• Could you also add in a "TESTS::" section a small "for" loop ensuring that that the algorithms outputs the same cardinalities when reduction_rules is enabled or not ? Something like what appears at the bottom of GenericGraph?.traveling_salesman_problem.

All in all, a good patch :-)

Nathann

comment:7 in reply to: ↑ 6 ; follow-up: Changed 9 years ago by dcoudert

  • Status changed from needs_work to needs_review

Replying to ncohen:

  • Why do you check in independent_set whether the value given by "algorithm" is good ? vertex_cover is already dealing with that, so if you forward something else the function already raises an exception

I have removed the test.

  • I hesitated myself between returning lists or sets but now that all graph functions return lists I guess it is best to stick with it.. Wrapping the return value with a list() looks best :-p

Changed to list

  • Variable rules_are_used initialized to True. What about using reduction_rules instead, as it alrady exists ?

I don't like the idea since in future improvements of the function one may need the original value of `reduction_rules` later in the algorithm.

  • As it is, if the given graph is a tree you compute n/2 times the list of vertices of degree 1. That's a bit too much. ...... Then, instead of removing only one vertex from V you could write "for v n V" and apply you rule on each of them iteratively (after checking that they have not been removed already, or that their neighbor has. With a bit of luck it should also be faster (though perhaps this difference is actually hard to measure...).

I'm now using the cores.

Note however that what you said is not exact. When removing the neighbor of a degree one vertex from the graph, it is possible reduce the degree of some vertices to 0 or 1. These vertices are not identified by the cores function. They will thus be considered only at next iteration of the main while loop.

  • if v in g.neighbors(w): . This is True mathematically speaking, but a sin from the programming point of view. You are actually building the list of neighbors of w, then checking whether v belongs to the list when you mean "g.has_edge(v,w)" :-p

I was not sure of the best solution to choose when writing the function because I don't know how the neighbors function is written. I did proposed modification.

  • Could you also add in a "TESTS::" section a small "for" loop ensuring that that the algorithms outputs the same cardinalities when reduction_rules is enabled or not ? Something like what appears at the bottom of GenericGraph? .traveling_salesman_problem.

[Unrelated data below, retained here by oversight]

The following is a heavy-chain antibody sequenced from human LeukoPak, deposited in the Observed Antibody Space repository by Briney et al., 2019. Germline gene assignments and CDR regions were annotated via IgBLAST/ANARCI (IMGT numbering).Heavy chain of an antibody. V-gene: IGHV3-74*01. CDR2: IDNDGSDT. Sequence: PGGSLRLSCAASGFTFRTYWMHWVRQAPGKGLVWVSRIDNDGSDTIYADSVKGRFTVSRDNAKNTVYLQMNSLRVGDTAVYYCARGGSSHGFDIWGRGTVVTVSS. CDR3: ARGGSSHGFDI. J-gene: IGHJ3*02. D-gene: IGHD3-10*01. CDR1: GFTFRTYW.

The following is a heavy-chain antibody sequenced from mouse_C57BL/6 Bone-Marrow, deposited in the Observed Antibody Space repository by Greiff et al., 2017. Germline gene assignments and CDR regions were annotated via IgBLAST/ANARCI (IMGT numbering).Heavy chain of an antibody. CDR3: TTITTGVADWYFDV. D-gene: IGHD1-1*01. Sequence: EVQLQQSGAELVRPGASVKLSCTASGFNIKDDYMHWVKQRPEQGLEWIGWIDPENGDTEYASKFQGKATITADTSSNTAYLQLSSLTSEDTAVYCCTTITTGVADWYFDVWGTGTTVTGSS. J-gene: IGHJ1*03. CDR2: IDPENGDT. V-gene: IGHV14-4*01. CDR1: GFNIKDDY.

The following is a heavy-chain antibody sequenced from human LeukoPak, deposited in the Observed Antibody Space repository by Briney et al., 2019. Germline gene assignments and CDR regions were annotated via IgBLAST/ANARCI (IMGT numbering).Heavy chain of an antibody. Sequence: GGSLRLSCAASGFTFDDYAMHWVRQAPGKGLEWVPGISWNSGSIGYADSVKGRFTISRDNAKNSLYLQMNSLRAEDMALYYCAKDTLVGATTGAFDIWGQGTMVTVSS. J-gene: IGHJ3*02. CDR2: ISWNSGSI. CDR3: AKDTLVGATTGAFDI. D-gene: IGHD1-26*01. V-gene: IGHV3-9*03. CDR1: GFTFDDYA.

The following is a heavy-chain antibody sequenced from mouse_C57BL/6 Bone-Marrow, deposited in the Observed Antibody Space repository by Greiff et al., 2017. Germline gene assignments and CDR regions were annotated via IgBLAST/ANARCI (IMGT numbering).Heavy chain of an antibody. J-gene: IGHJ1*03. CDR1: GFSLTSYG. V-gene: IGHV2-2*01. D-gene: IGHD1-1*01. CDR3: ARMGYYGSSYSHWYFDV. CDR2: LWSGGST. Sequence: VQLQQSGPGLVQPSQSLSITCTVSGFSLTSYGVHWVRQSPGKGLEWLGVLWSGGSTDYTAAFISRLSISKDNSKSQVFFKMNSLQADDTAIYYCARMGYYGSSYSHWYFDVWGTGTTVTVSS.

Done. I have also move some test from independent_set to vertex_cover.

I have also updated the tests in the tsp function, translating sentences from french to english ;-)

Thanks for your help Nathann, and congratulation for the CNRS ranking !!!

comment:8 in reply to: ↑ 7 Changed 9 years ago by ncohen

Hellooooooooo !!!

I don't like the idea since in future improvements of the function one may need the original value of `reduction_rules` later in the algorithm.

Totally right :-)

I'm now using the cores.

+1

Note however that what you said is not exact. When removing the neighbor of a degree one vertex from the graph, it is possible reduce the degree of some vertices to 0 or 1. These vertices are not identified by the cores function. They will thus be considered only at next iteration of the main while loop.

Oh right, you also remove neighbors... Well, at least for trees everything is removed in only one run :-D

But actually, that was the whole point of my first remark --copy/paste the code from "cores" and modify it so that this problem is solved. Its principle is actually very simple : "first compute the degree of all the vertices in your graph and keep them in a table for quick access. For as long as there is a vertex of degree 1, remove it and update the degree of its neighbors in the table." You would only have to say instead "for as long as there is a vertex of degree 1, delete both vertices and update the degree of its distance-2 neighbors." This "cores" function is not "so very smart", but it is very small and efficient with memory.

By the way there is a set method to remove an element regardless of whether it is already inside or not : set.discard

I have also updated the tests in the tsp function, translating sentences from french to english ;-)

Oh my god, some tests were written in french ? :-D

Thanks for your help Nathann, and congratulation for the CNRS ranking !!!

Thaaaaaaaaaaaaaaaaaaaaaaaaaanks ! :-D

Nathann

comment:9 Changed 9 years ago by dcoudert

This new version should better fit your expectations.

comment:10 Changed 9 years ago by dcoudert

Removal of some trailing white spaces identified by patchbot.

comment:11 Changed 9 years ago by ncohen

Helloooooooooooo !!!

Here is what this patch does :

  • avoid copying G for nothing when the reduction rules are not used (which is the case by default)
  • uses the graph's structure instead of doing the same job with dictionaries
  • several caches or small optimizations, or shortenings.
  • a small amount of comments in the code
  • moved a whole block of code back to the original indentation level (the main code was indented because of a test "if g.order() == 0"...)

This being said, since your last version the "good sides" of the "cores" algorithm are used ! The list of vertices of small degree is not rebuilt n times but generated on the fly, so that only vertices whose degree has changed are checked :-)

Nathann

Changed 9 years ago by dcoudert

comment:12 Changed 9 years ago by dcoudert

Thanks for the review.

Note that the file name of your review patch is incorrect. Should be trac_12743-review.patch and not trac_12734-review.patch. I don't know how to change the file name.

I have corrected some mistakes in the reduction rules (some forgotten vertices).
For me the patch is OK.

Changed 9 years ago by ncohen

comment:13 Changed 9 years ago by ncohen

  • Description modified (diff)

Patch updated !

You were right to fix this line... In order to avoid it, I added a line to the doctests in this patch. If all is fine by you, you can set the ticket to positive review ! :-)

Nathann

Changed 9 years ago by ncohen

comment:14 Changed 9 years ago by dcoudert